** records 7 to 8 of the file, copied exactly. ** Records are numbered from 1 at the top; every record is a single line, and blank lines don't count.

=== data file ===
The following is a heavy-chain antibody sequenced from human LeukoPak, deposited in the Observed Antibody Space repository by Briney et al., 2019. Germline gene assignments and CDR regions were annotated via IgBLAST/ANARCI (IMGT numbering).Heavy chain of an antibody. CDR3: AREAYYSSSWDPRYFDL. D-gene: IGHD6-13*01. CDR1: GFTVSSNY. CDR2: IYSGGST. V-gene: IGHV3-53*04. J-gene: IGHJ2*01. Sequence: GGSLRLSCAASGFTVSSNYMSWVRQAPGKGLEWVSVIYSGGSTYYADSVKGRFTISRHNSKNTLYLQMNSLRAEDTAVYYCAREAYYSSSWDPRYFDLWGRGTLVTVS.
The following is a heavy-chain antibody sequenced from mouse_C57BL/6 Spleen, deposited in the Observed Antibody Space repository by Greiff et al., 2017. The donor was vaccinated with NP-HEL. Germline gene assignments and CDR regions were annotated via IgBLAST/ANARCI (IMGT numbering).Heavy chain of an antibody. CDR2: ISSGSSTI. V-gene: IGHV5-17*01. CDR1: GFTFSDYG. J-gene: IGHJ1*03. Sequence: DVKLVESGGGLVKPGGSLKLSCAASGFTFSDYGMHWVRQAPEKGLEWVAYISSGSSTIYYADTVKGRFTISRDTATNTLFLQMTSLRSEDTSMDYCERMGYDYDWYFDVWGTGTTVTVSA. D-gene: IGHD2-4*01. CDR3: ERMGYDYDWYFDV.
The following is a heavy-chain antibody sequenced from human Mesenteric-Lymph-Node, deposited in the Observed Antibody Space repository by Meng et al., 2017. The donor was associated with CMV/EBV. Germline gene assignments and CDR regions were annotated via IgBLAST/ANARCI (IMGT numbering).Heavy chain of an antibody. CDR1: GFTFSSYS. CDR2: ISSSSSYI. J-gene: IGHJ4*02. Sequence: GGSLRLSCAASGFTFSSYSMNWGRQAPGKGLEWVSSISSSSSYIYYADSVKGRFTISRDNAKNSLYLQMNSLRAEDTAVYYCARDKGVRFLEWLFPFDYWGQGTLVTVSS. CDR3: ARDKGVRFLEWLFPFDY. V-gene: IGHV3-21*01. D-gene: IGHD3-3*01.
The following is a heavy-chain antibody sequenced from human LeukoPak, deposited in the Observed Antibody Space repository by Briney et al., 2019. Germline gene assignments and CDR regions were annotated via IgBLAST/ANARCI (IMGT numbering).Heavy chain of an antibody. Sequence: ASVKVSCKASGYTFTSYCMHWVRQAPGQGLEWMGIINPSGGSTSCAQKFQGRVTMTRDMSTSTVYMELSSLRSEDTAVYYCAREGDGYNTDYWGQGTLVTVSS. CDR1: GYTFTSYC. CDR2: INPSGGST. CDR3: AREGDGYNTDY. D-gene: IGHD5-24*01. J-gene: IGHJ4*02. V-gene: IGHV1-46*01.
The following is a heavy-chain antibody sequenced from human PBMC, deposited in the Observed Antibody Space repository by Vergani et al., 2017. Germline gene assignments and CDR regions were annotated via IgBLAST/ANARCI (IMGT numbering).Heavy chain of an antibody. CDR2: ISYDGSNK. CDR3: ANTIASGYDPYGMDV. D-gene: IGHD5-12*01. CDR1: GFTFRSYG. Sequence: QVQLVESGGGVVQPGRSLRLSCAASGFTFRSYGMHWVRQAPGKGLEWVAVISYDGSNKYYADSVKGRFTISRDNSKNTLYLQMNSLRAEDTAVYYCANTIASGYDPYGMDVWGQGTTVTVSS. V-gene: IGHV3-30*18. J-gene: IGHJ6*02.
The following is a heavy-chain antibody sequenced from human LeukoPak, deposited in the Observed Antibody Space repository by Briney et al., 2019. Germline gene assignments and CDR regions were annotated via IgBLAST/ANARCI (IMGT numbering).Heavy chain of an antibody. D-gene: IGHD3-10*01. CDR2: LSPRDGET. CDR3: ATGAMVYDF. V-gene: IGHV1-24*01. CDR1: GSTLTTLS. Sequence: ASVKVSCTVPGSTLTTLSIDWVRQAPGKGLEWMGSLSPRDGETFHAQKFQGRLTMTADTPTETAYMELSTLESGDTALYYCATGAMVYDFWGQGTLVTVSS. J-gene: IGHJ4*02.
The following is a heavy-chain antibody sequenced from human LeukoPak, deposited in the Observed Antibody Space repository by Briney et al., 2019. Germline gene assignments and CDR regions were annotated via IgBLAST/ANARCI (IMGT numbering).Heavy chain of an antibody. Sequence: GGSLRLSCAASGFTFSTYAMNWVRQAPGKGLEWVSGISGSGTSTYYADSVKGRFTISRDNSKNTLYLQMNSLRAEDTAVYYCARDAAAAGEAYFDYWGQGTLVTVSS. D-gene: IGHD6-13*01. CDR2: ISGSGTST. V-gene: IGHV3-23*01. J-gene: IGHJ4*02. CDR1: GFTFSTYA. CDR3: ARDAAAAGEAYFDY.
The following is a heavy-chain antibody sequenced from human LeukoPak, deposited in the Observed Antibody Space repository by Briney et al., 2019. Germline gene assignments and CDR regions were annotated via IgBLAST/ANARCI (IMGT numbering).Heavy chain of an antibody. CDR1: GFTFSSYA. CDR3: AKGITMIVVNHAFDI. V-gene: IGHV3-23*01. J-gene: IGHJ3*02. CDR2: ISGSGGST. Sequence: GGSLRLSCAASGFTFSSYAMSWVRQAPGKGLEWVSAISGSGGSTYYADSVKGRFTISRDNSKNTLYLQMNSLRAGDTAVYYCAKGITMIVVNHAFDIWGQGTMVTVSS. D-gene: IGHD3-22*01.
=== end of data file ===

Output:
The following is a heavy-chain antibody sequenced from human LeukoPak, deposited in the Observed Antibody Space repository by Briney et al., 2019. Germline gene assignments and CDR regions were annotated via IgBLAST/ANARCI (IMGT numbering).Heavy chain of an antibody. Sequence: GGSLRLSCAASGFTFSTYAMNWVRQAPGKGLEWVSGISGSGTSTYYADSVKGRFTISRDNSKNTLYLQMNSLRAEDTAVYYCARDAAAAGEAYFDYWGQGTLVTVSS. D-gene: IGHD6-13*01. CDR2: ISGSGTST. V-gene: IGHV3-23*01. J-gene: IGHJ4*02. CDR1: GFTFSTYA. CDR3: ARDAAAAGEAYFDY.
The following is a heavy-chain antibody sequenced from human LeukoPak, deposited in the Observed Antibody Space repository by Briney et al., 2019. Germline gene assignments and CDR regions were annotated via IgBLAST/ANARCI (IMGT numbering).Heavy chain of an antibody. CDR1: GFTFSSYA. CDR3: AKGITMIVVNHAFDI. V-gene: IGHV3-23*01. J-gene: IGHJ3*02. CDR2: ISGSGGST. Sequence: GGSLRLSCAASGFTFSSYAMSWVRQAPGKGLEWVSAISGSGGSTYYADSVKGRFTISRDNSKNTLYLQMNSLRAGDTAVYYCAKGITMIVVNHAFDIWGQGTMVTVSS. D-gene: IGHD3-22*01.